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Dreambabes Vol. 6 - Sassy and Stonefree


Dreambabes Vol. 6 - Sassy and Stonefree



various artists CD

Zonk CD coverThe Dream Babes series has been one of the more esoteric compilation series of girl group music, often contesting how girl group music itself is defined.

Sometimes this method works and sometimes it doesn't - wholly dependent upon how far you will bend your definition and how impressive the artist and song selection.

I had high hopes for Stonefree And Sassy, Dream Babes Volume 6, and while it didn't impress me like I expected it to, I still came away with a slew of favorites and some girl singers I am curious about who either have compilations of their own out, or will have. Included herein are obscure late 60s cuts by Marilyn Powell, Clodagh Rodgers, Barbara Ruskin, Liz Christian, Paula Parfitt, Life & Soul, Cinnamon, Joyce Bond, Sandra Bryant, Sue Lynne, Doris La Belle, Jeannie Dee, The She Trinity, Samantha Jones and Val McKenna & Lesley Duncan.

I think the title is what threw me. I was expected more emphasis on the psychedelic, but Stonefree And Sassy is more about the rock and the soul, with only a bit of psych here and there.

The collection starts with Something To Hold On To by Marilyn Powell, which was the b-side to an English language cover of Sheila's Adios Amour (retitled Kiss Me Again). It's a nice enough track, and since I'm a Sheila fan, I'm curious to hear the a-side someday.

I've always thought of Clodagh Rodgers as an early 60s singer, but here we're treated to a Reparata styled Come Back And Shake Me (a tune written by Kenny Young, who also wrote Reparata and the Delron's Captain of My Ship), a fine highlight. It reminds me of Jackie Lee's late 60s work.

Both Pawnbroker Pawnbroker by Barbara Ruskin and Climb That Tree by The She Trinity were guitar fuzzed out psych tracks released on the President label. These two tracks were the sound I was expecting to hear on this compilation, thus these were two of my favorites.

Barbara Ruskin wrote Hold Me Just a Little While Longer for The Foundation and Love Can Be The Sweetest Thing for Valerie Mitchell (who in turn wrote Go Go Away from Me for Janie Jones, which can be heard on Dream Babes, Vol. 4: Go Girl).

The vocal harmonies by The She Trinity (a Canadian group transplanted to the UK and augmented by some Brits) on Climb That Tree reminded me of The Cake, which was a nice surprise, while the music is heavy rock, a route The Cake only dabbled in slightly. I wish there were more tracks like these. Climb That Tree was a b-side to a cover of the theme song from Hair.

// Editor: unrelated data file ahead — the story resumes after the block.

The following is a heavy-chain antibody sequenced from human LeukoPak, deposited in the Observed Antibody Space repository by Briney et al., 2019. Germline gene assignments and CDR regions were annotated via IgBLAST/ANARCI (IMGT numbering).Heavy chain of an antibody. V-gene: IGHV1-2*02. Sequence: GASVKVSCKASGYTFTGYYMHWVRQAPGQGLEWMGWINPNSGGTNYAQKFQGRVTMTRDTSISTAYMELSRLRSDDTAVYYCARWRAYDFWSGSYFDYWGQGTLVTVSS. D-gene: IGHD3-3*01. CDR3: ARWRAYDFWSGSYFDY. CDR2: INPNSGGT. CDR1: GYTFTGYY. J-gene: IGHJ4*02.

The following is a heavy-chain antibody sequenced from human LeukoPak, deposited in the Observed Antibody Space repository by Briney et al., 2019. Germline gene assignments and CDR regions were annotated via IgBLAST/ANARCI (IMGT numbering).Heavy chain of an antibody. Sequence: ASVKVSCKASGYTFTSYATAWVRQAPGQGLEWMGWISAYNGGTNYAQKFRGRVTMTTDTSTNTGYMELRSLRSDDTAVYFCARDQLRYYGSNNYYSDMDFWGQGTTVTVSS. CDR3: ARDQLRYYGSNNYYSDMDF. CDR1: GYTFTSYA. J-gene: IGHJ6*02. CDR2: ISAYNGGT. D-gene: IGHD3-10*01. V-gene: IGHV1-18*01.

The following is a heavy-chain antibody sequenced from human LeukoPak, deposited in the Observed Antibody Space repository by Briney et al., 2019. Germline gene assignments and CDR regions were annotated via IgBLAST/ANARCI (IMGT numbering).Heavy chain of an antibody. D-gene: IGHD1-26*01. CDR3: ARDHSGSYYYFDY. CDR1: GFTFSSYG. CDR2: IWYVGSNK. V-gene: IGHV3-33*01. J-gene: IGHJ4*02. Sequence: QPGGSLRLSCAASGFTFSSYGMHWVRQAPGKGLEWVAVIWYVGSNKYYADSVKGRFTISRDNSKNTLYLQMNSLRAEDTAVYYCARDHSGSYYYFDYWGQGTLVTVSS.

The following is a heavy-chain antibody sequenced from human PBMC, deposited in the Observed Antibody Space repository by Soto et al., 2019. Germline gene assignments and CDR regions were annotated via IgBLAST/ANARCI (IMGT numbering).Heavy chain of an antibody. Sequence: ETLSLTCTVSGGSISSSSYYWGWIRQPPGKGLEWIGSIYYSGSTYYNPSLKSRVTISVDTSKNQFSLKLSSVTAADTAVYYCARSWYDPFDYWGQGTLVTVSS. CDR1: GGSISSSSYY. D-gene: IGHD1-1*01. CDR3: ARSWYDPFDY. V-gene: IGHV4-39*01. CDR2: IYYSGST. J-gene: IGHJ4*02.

Pawnbroker Pawnbroker by Barbara Ruskin combines a flute melody with a fuzzed guitar for a cool fuzzy 60s workout.

Cinnamon's You Won't See Me Leaving (also covered by The Triplets) and Jeannie Dee's Come Into My Arms (also covered by The Vogues and Pat Boone, and in French as Jusqu'au Prochain Soleil by Jennifer) were both written by Barbara Ruskin. You Won't See Me Leaving has a galloping rhythm, a Motown sound, and a Petula Clark type vocal, very nice. Come Into My Arms has a fuller wall of sound ballad sound.

For more from Barbara Ruskin and the President label, there's a full cd of her work called A Little Of This: The Barbara Ruskin Songbook.

Something's Coming Along, Hey Girl (No Need To Push), You've Gotta Tell Me, and (Your Mama Said) Roll On were all recorded by The Ministry of Sound a group which featured John Carter (from Ivy League and Flowerpot Men) and Val McKenna, working with the likes of Lesley Duncan and Robin Shaw.

Something's Coming Along is a funky soulful sweet tune, while Hey Girl (No Need To Push) has a rawer male/female duet style. (Your Mama Said) Roll On has a harder rock sound and is superfine. Hey Girl (No Need To Push), You've Gotta Tell Me, and (Your Mama Said) Roll On were all previously reissued. Other Val McKenna tracks that didn't work as well for me were House For Sale and I'll Be Satisfied. She's all over this compilation and apparently RPM plans to release a full Ministry of Sound disc.

Samantha Jones offers up two Mark Wirtz productions - Today Without You being her highlight with a gummy groove which is like her work on the Magpie and Backcomb N' Beat compilations. Do I Still Figure In Your Life is a slower groover, but still has a relaxed soulful Dusty Springfield feel. She has an RPM disc called Surrounded By a Ray of Sunshine: The UA Recordings which collects her solo work with producers/arrangers Charles Blackwell, Mark Wirtz, Gerry Granahan, and Bill Justis. These two tracks are included on her second collection called Sam Leads the Way (also on RPM).

Bye Bye Baby by Life & Soul sounds like an early Abba influenced track that features Billy Ocean when he was known as Les Charles.

---Patrick, August 22, 2005